David Cameron and William Hague have outlined their plans for English Votes for English laws (EVEL) which include an England-specific rate of income tax.
The proposals are part of the Conservative Party's first ever English manifesto. The Tory campaign has zoned in on the possibility of a SNP-Labour deal as a key issue that could sway English voters in marginal seats to return David Cameron to Downing street.
English MPs would have a veto on matters that only applied to England. The Prime Minister said in a speech in Lincoln:
If English MPs do not have the right to vote on health and education in Scotland why should Scottish MPs have the right to determine what happens in English hospitals and English schools.
Cameron argued the Tory proposals represented a "fair deal" for all regions of the UK. The Conservative leader was at pains to stress that the plans for EVEL were not about fragmenting the UK but making the union stronger by preventing resentment rising in England.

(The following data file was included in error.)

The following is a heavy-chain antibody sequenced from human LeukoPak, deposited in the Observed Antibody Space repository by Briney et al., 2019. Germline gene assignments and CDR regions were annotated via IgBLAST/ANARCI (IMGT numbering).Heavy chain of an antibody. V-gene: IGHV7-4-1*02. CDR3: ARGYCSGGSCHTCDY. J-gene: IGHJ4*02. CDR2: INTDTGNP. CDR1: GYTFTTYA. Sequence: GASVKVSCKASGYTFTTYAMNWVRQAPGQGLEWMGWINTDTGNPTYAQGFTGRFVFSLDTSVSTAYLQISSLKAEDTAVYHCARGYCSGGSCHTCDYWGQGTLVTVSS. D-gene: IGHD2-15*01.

Scotland is due to receive new powers thanks to the findings of the Smith Commission that was set-up in the wake of the independence referendum where Scots voted to stick with the Union by a margin of 10 points. Scotland will soon have the ability to decide its own income tax rates.
If the Conservative win the General Election the English manifesto will be implemented within the first 100 days of the next government. The centre piece of the proposals are an English rate of income tax, which could apply to Wales and Northern Ireland until further devolution is implemented.
Cameron said: "English MPs will be unable to vote on the income tax paid by people in Aberdeen and Edinburgh while Scottish MPs are able to vote on the tax you pay in Birmingham or Canterbury or Leeds.
"It is simply unfair. And with English Votes for English laws we will put it right."